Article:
I was scratching my head one day, cause I had three identical automated plasma systems, and one of them was running about 20 volts at the power supply, and the other two were running the normal 14 volts or whatever. As the thread explains, turns out the high voltage was caused by a corroded power cable that had added a bunch of resistance in the circuit. So measuring voltage at the power supply in this case is a good diagnostic on your circuit resistance. But, in a practical sense, all three welds were identical because the arc voltage was unchanged and the power supply was still supplying the correct current.

Now if you're running an automatic voltage control (AVC), it's best to measure voltage as close to the arc as possible, so that changes in circuit resistance don't change your arc length.

MotoFab
11-08-2006, 08:00 PM
Nice explaination of arc voltage Motofab.

. . . measuring voltage at the power supply in this case is a good diagnostic on your circuit resistance. But, in a practical sense, all three welds were identical because the arc voltage was unchanged and the power supply was still supplying the correct current.

Now if you're running an automatic voltage control (AVC), it's best to measure voltage as close to the arc as possible, so that changes in circuit resistance don't change your arc length.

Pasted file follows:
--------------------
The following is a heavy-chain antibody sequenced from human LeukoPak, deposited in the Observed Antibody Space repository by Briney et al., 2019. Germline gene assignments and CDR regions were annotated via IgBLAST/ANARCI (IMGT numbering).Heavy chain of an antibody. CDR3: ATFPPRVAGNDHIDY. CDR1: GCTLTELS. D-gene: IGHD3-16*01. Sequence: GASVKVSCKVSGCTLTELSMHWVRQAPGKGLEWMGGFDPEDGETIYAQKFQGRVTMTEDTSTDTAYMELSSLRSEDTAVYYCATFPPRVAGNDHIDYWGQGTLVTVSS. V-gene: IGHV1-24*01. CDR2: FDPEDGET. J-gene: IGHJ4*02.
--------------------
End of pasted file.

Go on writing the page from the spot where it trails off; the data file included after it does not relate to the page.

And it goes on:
Grazie, and yes I see what you mean. The AVC unit responds with . . . well, it responds like any controller would I guess. By changing what its control outputs can control, based on its inputs and control program.

And no question Pulser, measuring the voltage at the torch is more valid as the actual arc voltage.

But a problem, with the cables for example, can be 'interpreted' from a voltage measured at the supply or at the torch.

The controller can 'interpret' a rise in circuit resistance, from the cable resistance say, either by measuring the voltage at the supply, or at the torch end.

Whether or how it makes that interpretation is based on the control program.

You know? Based on which end of the cable the measurement is taken, the 'nominal resistance' of the cables is added or subtracted from the volts, amps, resistance equation.

And heck, if we're measuring at the torch, then let's live large and also measure at the supply. This eliminates the 'interpretation', but maybe more important, it allows for continued operation should one or the other of the 'voltage sense' leads fail. The ability to the machine to operate with a failure, and to shut down the machine for repairs at will, can save a lotto money.

- Jim